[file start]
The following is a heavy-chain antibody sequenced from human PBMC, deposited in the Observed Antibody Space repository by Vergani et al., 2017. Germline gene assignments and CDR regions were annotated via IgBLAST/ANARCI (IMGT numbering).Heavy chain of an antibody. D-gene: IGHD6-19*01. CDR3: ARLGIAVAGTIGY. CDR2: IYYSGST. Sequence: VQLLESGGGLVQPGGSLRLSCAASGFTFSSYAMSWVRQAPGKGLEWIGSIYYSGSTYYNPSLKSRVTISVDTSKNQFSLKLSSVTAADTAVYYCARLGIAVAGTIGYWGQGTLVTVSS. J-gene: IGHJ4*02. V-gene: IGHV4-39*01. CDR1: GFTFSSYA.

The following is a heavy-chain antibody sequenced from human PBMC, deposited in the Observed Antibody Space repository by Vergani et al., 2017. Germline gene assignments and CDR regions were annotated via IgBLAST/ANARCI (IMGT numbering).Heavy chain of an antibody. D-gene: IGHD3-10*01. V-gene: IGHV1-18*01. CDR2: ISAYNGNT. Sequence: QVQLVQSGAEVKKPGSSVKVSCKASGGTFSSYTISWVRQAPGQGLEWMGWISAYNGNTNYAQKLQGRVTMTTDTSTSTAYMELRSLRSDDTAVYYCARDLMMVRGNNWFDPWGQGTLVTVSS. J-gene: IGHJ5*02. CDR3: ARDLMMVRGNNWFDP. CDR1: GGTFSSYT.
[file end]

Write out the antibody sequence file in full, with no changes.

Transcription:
The following is a heavy-chain antibody sequenced from human PBMC, deposited in the Observed Antibody Space repository by Vergani et al., 2017. Germline gene assignments and CDR regions were annotated via IgBLAST/ANARCI (IMGT numbering).Heavy chain of an antibody. D-gene: IGHD6-19*01. CDR3: ARLGIAVAGTIGY. CDR2: IYYSGST. Sequence: VQLLESGGGLVQPGGSLRLSCAASGFTFSSYAMSWVRQAPGKGLEWIGSIYYSGSTYYNPSLKSRVTISVDTSKNQFSLKLSSVTAADTAVYYCARLGIAVAGTIGYWGQGTLVTVSS. J-gene: IGHJ4*02. V-gene: IGHV4-39*01. CDR1: GFTFSSYA.

The following is a heavy-chain antibody sequenced from human PBMC, deposited in the Observed Antibody Space repository by Vergani et al., 2017. Germline gene assignments and CDR regions were annotated via IgBLAST/ANARCI (IMGT numbering).Heavy chain of an antibody. D-gene: IGHD3-10*01. V-gene: IGHV1-18*01. CDR2: ISAYNGNT. Sequence: QVQLVQSGAEVKKPGSSVKVSCKASGGTFSSYTISWVRQAPGQGLEWMGWISAYNGNTNYAQKLQGRVTMTTDTSTSTAYMELRSLRSDDTAVYYCARDLMMVRGNNWFDPWGQGTLVTVSS. J-gene: IGHJ5*02. CDR3: ARDLMMVRGNNWFDP. CDR1: GGTFSSYT.